NSA Revelations Rattle The Cloud Market: What Are You Doing To Calm Customers' Fears?

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Technology vendors in the end may be the ones to feel the biggest brunt of the NSA news, experts say. A lot of conclusions are being drawn about the leaked documents that are simply not factual, said Ryan Hurst, chief technology officer of GlobalSign, one of the Internet's earliest trust service providers. The firm, which was established in 1996, issues digital certificates to people, servers and mobile devices for Public Key Infrastructure-enabled applications to validate legitimate software, encrypt data and secure Internet transactions and communications.

"I fear that those that don't follow what's happening very closely are going to walk away with feeling that you shouldn't be encrypting your data because it really doesn't matter. That's the wrong answer," Hurst said. "Businesses need to worry about patching servers and ensuring applications are designed securely and secure software practices are used. It's paramount to look at the problem more holistically, otherwise all forms of attackers are going to have more success."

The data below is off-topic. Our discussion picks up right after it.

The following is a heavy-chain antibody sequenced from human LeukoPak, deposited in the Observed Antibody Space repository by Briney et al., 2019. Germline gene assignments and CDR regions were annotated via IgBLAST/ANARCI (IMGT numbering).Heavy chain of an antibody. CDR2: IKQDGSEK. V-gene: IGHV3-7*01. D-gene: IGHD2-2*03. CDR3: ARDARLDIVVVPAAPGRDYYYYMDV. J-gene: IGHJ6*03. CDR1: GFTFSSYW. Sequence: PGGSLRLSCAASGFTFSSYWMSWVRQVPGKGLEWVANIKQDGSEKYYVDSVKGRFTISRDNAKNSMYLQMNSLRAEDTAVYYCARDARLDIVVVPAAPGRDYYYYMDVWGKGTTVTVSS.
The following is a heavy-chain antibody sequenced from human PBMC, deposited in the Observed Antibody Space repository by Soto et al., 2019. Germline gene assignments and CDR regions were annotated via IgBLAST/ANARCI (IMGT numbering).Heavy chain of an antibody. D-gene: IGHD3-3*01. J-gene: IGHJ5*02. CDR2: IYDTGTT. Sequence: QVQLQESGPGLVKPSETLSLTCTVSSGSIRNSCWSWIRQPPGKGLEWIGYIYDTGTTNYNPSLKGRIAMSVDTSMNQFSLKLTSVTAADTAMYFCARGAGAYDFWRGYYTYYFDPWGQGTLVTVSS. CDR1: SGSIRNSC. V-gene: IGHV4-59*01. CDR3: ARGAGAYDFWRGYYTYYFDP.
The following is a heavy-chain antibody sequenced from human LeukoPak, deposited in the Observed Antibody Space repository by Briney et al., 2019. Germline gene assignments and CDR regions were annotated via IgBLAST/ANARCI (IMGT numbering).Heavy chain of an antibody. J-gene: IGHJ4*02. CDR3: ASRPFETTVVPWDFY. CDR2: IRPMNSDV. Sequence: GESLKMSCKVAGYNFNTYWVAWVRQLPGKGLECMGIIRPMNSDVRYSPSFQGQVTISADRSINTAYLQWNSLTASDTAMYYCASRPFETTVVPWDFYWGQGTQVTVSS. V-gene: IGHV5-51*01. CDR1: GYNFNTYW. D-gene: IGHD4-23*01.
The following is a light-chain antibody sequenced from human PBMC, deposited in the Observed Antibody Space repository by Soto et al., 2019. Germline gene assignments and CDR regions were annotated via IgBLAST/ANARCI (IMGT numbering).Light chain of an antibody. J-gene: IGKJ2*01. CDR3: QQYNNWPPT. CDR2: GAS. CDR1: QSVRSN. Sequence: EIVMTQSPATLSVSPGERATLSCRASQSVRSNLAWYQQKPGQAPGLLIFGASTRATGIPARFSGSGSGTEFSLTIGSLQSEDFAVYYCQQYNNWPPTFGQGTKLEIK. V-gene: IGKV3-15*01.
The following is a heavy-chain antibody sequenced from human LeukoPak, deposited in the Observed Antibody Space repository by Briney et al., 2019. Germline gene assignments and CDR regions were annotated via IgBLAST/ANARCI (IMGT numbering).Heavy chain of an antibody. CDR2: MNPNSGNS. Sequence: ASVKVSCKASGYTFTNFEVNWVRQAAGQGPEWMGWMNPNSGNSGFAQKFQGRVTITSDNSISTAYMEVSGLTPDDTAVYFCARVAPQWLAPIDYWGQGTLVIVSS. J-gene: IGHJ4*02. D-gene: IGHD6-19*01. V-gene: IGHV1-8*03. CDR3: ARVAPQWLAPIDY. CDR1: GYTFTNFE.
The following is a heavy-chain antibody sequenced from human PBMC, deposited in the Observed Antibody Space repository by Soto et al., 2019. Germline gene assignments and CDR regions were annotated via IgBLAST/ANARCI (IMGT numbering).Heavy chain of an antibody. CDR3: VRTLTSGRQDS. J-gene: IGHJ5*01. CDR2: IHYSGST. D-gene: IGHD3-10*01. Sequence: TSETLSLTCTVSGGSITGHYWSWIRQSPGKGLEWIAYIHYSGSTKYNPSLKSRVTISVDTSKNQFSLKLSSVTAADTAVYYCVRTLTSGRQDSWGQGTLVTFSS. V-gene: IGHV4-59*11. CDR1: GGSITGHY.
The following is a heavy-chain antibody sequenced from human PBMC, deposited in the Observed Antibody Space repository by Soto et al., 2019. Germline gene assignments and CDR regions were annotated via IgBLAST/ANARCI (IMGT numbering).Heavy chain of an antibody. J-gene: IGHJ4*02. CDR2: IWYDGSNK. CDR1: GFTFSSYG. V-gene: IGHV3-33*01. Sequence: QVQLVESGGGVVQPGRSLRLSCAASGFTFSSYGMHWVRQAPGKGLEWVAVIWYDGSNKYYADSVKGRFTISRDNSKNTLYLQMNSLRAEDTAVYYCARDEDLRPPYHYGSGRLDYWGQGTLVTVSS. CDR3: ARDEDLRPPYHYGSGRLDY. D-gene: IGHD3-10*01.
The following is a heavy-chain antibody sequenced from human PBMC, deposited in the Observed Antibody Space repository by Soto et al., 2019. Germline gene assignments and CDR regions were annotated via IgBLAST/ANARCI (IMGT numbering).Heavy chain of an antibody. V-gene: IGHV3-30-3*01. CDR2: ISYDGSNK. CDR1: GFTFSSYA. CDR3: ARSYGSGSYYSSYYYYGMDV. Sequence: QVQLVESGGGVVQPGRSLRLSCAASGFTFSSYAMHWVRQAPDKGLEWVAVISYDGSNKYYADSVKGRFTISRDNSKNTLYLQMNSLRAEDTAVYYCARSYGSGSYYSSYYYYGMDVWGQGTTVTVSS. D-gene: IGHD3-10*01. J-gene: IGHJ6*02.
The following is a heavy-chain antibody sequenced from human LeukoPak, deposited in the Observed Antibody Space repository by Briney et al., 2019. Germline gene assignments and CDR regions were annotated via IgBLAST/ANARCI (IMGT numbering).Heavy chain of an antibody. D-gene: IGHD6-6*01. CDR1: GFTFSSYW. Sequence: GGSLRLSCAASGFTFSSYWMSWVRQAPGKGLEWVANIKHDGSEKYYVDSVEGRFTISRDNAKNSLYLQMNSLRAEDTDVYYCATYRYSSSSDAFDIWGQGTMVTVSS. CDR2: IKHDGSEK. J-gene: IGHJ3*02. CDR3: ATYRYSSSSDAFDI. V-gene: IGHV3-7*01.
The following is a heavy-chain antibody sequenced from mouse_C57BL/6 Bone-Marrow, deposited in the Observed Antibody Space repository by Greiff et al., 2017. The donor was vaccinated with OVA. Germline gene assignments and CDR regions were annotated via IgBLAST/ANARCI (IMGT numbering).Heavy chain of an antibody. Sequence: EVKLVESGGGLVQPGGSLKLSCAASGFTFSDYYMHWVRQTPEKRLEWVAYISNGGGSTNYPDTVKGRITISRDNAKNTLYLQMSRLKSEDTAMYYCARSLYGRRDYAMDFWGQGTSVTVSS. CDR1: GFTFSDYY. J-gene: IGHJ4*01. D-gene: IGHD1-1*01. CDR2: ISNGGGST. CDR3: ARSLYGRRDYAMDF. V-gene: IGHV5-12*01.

The level of mistrust in technology providers is rising, say experts. RSA, the Security Division of EMC, recently revealed that a software encryption toolkit it provides developers was set by default to a controversial algorithm. The default setting enabled a slower, weaker encryption scheme that cryptography experts say contains a back door to decrypt protected data.

"The consequence is that everybody using the RSA toolkit has to go back into their products and verify that they aren't using that random number generator," said Robert David Graham, a noted cryptography expert and CEO of security consultancy Errata Security. "But it's not just RSA's products, anybody using Microsoft's crypto libraries or the OpenSSL library has to do the same."

ROBERT WRIGHT contributed to this story.

This report originally appeared on the CRN Tech News App for iOS and Windows 8.

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